The progression of prostate cancer from an organ-confined, androgen-sensitive disease to a metastatic one is associated with dysregulation of androgen receptor (AR)-regulated target genes and with a decrease in insulin-like growth factor-I receptor (IGF1R) expression. DNA methylation of CpG islands is an epigenetic mechanism associated with gene silencing. Recent studies have demonstrated that methylation occurs early in prostate carcinogenesis and, furthermore, may contribute to androgen independence. The methylation status of the AR and IGF1R genes was evaluated in a series of prostate cancer cell lines corresponding to early (benign) and advanced (metastatic) stages of the disease. Results of 5-Aza-2'-deoxycytidine (5-Aza) experiments, methylation-specific PCR, and sodium bisulfite-direct DNA sequencing revealed that the AR promoter is hypermethylated in metastatic M12, but not in benign P69, cells. On the other hand, no methylation was seen in the IGF1R promoter at any stage of the disease. We show, however, that 5-Aza treatment, which caused demethylation of the AR promoter, led to a significant increase in IGF1R mRNA levels, whereas addition of the AR inhibitor flutamide decreased the IGF1R mRNA levels to basal values measured prior to the 5-Aza treatment. Given that the IGF1R gene has been identified as a downstream target for AR action, our data is consistent with a model in which the AR gene undergoes methylation during progression of the disease, leading to dysregulation of AR targets, including the IGF1R gene, at advanced metastatic stages.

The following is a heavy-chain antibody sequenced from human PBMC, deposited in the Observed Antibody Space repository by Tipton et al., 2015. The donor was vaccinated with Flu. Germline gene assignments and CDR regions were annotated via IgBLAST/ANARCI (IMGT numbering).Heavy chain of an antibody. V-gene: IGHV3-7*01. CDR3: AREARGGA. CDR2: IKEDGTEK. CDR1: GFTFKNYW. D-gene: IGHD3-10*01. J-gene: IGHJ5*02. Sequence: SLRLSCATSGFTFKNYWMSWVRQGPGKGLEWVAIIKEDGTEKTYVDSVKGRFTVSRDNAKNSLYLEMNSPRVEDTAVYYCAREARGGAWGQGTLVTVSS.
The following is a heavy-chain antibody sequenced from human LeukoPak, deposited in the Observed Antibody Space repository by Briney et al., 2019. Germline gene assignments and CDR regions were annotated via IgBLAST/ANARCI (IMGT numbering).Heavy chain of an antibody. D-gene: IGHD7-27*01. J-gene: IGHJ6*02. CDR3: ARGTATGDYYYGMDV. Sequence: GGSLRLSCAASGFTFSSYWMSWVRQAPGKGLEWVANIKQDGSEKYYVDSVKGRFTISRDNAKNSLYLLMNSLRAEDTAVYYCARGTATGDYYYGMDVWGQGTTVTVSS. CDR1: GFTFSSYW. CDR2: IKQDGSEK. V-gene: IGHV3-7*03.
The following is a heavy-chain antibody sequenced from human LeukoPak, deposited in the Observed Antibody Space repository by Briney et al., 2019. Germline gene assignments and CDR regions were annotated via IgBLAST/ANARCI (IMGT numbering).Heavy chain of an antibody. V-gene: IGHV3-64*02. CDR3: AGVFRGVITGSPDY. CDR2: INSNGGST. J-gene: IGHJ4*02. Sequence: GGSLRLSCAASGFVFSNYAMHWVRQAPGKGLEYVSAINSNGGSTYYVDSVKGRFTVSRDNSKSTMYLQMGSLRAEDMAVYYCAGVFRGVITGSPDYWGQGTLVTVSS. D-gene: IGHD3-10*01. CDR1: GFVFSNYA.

- Androgen receptor
- DNA methylation
- Epigenetic regulation
- Insulin-like growth factor-I receptor (IGF1R)
- Prostate cancer